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I'm a bit confused on where an exe stack is located.. I know that the CRT before the program runs initializes the heap by allocating an amount of heap (which in turn is allocated by the OS that allocates pages), but where's the stack? Is it on a page too? Or is it shared by all programs in user mode (ring3) by using a ring3 descriptor on the GDT (I think not but I'm not sure) ?

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3 Answers 3

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Windows will reserve a contiguous area of virtual memory (1MB by default) per thread. It then commits a few top-most pages of that memory region and marks a couple below that as guard pages. As the thread's stack grows downward, if a guard page is accessed an exception occurs and Windows commits the guard page and marks pages below that as guard.

You can explore this behavior with the excellent SysInternals utility VMMap. Below is a snippet from that tool:

enter image description here

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Each thread is given its own stack. It's just a chunk of memory allocated for that purpose.

All memory is allocated in pages, including the stack (On Windows, I believe the stack defaults to 1MB, so it would span a number of pages, given that most memory pages are 4KB.)

But it's really just a chunk of memory pointed to by the stack pointer register.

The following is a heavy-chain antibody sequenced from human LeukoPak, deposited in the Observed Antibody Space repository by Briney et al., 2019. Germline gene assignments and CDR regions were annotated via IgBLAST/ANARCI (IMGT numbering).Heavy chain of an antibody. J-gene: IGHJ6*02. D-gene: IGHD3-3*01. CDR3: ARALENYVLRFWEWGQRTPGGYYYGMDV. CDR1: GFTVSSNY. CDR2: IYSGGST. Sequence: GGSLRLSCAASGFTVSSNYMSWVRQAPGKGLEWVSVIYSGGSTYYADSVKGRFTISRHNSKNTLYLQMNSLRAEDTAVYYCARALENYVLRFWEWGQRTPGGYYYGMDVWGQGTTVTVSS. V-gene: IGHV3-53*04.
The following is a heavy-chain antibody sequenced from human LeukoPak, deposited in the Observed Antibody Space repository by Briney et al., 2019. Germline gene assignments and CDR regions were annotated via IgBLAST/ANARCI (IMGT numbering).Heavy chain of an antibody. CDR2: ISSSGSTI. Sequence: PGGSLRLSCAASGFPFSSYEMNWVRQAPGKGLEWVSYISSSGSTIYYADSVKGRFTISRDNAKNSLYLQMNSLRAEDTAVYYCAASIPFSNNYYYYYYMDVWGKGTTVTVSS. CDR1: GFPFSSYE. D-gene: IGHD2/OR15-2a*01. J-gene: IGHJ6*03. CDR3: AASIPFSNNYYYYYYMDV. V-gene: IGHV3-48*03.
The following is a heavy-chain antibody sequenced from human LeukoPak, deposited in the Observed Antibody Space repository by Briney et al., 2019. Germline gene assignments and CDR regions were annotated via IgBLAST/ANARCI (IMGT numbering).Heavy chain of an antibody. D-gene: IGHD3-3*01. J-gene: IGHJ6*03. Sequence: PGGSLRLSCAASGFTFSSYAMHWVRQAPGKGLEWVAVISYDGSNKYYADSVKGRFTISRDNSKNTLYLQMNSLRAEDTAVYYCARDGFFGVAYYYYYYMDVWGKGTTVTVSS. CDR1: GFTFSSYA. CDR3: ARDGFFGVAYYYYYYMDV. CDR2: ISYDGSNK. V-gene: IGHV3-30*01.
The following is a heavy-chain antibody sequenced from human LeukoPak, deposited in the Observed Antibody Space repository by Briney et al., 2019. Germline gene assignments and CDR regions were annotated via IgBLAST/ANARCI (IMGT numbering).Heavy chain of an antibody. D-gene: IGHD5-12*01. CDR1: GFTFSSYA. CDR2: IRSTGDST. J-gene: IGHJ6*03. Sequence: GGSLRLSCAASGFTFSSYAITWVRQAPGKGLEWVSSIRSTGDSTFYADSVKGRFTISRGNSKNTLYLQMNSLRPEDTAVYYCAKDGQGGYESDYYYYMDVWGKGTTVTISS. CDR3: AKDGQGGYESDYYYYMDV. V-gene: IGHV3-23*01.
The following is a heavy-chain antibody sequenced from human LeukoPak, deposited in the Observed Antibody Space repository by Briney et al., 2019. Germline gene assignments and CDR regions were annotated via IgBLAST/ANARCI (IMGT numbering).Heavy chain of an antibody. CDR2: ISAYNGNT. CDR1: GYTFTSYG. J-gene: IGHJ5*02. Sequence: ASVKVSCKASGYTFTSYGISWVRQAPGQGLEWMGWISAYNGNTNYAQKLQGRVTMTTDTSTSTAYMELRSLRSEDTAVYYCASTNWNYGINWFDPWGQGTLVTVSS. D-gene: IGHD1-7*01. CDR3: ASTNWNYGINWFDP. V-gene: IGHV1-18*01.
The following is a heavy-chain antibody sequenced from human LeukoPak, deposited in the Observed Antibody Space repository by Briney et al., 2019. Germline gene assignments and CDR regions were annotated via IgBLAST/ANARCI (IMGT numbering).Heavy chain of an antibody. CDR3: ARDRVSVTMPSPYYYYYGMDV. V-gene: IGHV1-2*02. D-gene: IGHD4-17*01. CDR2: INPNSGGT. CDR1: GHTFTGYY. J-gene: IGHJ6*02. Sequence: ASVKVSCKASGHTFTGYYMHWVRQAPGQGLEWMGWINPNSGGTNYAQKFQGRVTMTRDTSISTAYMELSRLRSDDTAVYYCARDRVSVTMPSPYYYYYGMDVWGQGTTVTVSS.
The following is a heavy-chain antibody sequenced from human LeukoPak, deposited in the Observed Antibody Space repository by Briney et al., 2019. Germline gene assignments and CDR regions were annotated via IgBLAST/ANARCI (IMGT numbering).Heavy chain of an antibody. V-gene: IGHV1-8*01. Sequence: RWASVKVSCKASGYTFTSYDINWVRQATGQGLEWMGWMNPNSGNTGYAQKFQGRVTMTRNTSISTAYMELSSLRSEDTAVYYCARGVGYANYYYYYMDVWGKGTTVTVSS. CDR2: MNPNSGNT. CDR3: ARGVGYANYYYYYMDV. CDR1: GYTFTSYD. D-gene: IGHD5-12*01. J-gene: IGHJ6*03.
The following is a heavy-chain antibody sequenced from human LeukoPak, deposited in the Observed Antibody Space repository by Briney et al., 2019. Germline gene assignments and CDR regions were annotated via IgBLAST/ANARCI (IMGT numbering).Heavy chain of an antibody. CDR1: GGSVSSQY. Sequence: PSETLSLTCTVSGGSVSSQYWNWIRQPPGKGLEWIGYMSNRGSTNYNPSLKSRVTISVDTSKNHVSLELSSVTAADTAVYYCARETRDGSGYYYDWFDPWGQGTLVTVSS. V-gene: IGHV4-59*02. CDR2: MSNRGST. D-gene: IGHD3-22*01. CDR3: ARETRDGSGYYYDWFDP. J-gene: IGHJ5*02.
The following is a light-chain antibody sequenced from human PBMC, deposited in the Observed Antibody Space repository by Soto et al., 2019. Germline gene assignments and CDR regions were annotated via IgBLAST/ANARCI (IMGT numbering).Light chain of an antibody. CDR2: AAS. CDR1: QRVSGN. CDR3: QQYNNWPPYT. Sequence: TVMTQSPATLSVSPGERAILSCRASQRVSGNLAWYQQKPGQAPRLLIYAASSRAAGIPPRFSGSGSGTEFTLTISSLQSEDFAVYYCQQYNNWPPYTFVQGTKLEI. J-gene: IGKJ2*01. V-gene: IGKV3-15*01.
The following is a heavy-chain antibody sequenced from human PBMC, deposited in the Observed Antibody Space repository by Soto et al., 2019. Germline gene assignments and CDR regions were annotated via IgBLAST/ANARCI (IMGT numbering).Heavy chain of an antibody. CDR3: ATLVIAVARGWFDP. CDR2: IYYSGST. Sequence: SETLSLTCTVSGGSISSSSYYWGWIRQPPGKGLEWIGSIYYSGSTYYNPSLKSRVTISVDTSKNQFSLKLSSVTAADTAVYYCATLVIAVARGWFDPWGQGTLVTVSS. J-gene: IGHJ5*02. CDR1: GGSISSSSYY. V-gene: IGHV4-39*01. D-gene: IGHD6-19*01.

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The stack is initialized when the thread get created, so for a single threaded application, the stack for the main thread is created when application starts up, should this also be done by crt? –  Baiyan Huang Sep 15 '12 at 11:33
    
The crt cannot do it - it may not be a C program! Even if it is, the stack must be set up before the crt is run else the crt would be unable to use the stack, ie. it would be unable to use any auto variables, parameters or make any function calls. The Windows OS loader sets up the initial stack, instructed by the data in the EXE/DLL/SYS/whatever PE header. –  Martin James Sep 15 '12 at 16:40

Each program in Windows is a process. Processes generally do not share their memories between one another.

Sharing and not sharing is the question of how each process's virtual address space maps onto the physical memory.

If two processes have portions of their address spaces mapped onto the same pages of the physical memory, that memory is effectively shared by them, and each process can read and possibly write it and observe writes of the other process.

There's very little sense in sharing the stack memory and so every process has got its own stack. Actually, processes are more like containers. The entities that execute code and use the stack are threads. There's at least one thread in every process. Threads have their own stacks, but since threads of a process are in the same virtual address space, they can access each others stacks. Sometimes it's useful to share on-stack data between threads, but it should be done carefully so as not to corrupt thread states and cause hangs or crashes.

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